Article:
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[BKARTS] RBS Freshest Advices April 2004



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The following message has been sent to the Book_arts-L, ExLibris, and SHARP-L bulletin boards.

Rare Book School : FRESHEST ADVICES : April 2004

SUPPORT STATEMENTS
Later this month, RBS will submit a $250,000 grant proposal to the National
Endowment for the Humanities' Office of Challenge Grants. If the proposal
is successful, the school will launch a campaign to increase the RBS
endowment to $1 million. A major part of the grant proposal is a narrative
section in which we describe the significance and intellectual quality of
our activities and programs, and explain why these activities are
important, and to whom. To buttress this section of the proposal, we would
welcome statements from individual RBS alums, explaining how they, their
careers, their institutions, and (if possible) the humanities in general
have profited from attendance at RBS courses. The statements should be in
the form of an open letter addressed to me as director of the school, and
they need to reach me, via the US post, fax, or email, by Monday, 26 April.

SON of  BOOK ILLUSTRATION PROCESSES
The new course description for the RBS Seminar on Book Illustration
Processes is posted on the RBS Web site:
      http://www.virginia.edu/oldbooks/bulletin/illn.html#I-30
The seminar came about because of (1) many requests over the years from the
alums of the basic RBS illustration process course; (2) our desire to
highlight the school's rapidly growing collection of examples of printing
surfaces, files of individual prints, and illustration packets (the basic
course uses about 110 of the 425 illustration packets currently in the
collection); and (3) the circumstance that the course instructor -- having
taught "Book Illustration Process to 1890" a total of 26 times since 1983
-- is beginning to have some idea of how to teach it.

RBS 2004 SESSIONS 3-8: STATE of PLAY
In the June sessions, The Printed Book in the West to 1800 (Antonetti) and
Collecting the History of Anglo-American Law (Cohen/Warrington) are on
waiting list; there is currently one space in Book Illustration Processes
to 1890. The other June courses are still open. In the summer sessions, the
greatest pressure is on Introduction to the History of Bookbinding (Storm
van Leeuwen), Introduction to Special Collections Librarianship (Schreyer),
and Japanese Illustrated Books 1615-1868 (Tinios), all of which have
received more applications than there is room. The other courses are still
open.
    Half-tuition scholarships are available for Japanese Printmaking,
1615-1868 (Kita), offered 14-18 June; and full-tuition scholarships are
available for Introduction to Latin Paleography and Introduction to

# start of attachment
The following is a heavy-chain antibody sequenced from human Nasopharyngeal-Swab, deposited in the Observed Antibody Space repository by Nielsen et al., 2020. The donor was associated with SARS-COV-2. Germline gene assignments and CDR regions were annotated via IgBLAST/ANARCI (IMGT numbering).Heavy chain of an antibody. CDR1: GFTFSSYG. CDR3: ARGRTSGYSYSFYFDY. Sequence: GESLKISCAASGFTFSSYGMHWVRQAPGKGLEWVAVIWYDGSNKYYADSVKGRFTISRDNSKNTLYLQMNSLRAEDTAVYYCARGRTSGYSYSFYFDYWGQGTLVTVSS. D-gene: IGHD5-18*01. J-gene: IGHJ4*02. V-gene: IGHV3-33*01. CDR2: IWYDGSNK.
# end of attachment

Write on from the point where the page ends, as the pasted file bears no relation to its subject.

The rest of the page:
Codicology (Derolez), offered 26-30 July and 2-6 August. For details, see
the Fellowships page on the RBS Web site:
      http://www.virginia.edu/oldbooks/fellowships/

ELECTROTYPES by the BOX
RBS has recently acquired two sets of electrotype plates, about 100 plates
in each set. Neatly packed in small but heavy wooden boxes (two boxes per
set, four boxes in all), they were used to print books of poetry by Lola
Ridge: The Ghetto and other poems (1918); and Sun-up and other poems
(1920), both published in NY by Huebsch. The slotted boxes containing the
plates were constructed to house just such material, and the plates are
evidently in the order in which they came off the forms. Where there is a
blank page in the printed books, the sequence of plates is interrupted by a
type page-sized card with the word "BLANK" printed on it and the
appropriate page number written on it in MS. The Ghetto box contains three
separately-wrapped plates with a letter enclosed from Huebsch (the
publisher) to Carmody (the NYC printer) stating that three corrected plates
(to be used for later printings) were on their way from Vail-Ballou (the
Binghamton NY platemaker), and informing Carmody that the three plates
should be stored with the other plates for this book -- as indeed they
were, though neither The ghetto nor Sun-up seem to have gone into a second
printing, and the plates (though conscientiously stored for future use)
were apparently used only one time each before eventually being sent to the
poet.
    This sort of material must have been ubiquitous in the American book
printing trades a century ago, but these are the first complete sets of
plates that I have ever seen, and Michael Winship reports that they are
uncommon. We would be glad to know of similar sets.

Terry Belanger : University Professor : University of Virginia : Rare Book
School : 114 Alderman Library : Charlottesville, VA  22903 : Telephone
434-924-8851   fax 434-924-8824   email belanger@xxxxxxxxxxxx : URL
<http://www.rarebookschool.org>

Terry Belanger : University Professor : University of Virginia : Rare Book
School : 114 Alderman Library : Charlottesville, VA  22903 : Telephone
434/924-8851   fax 434/924-8824   email belanger@xxxxxxxxxxxx : URL
<http://www.rarebookschool.org>

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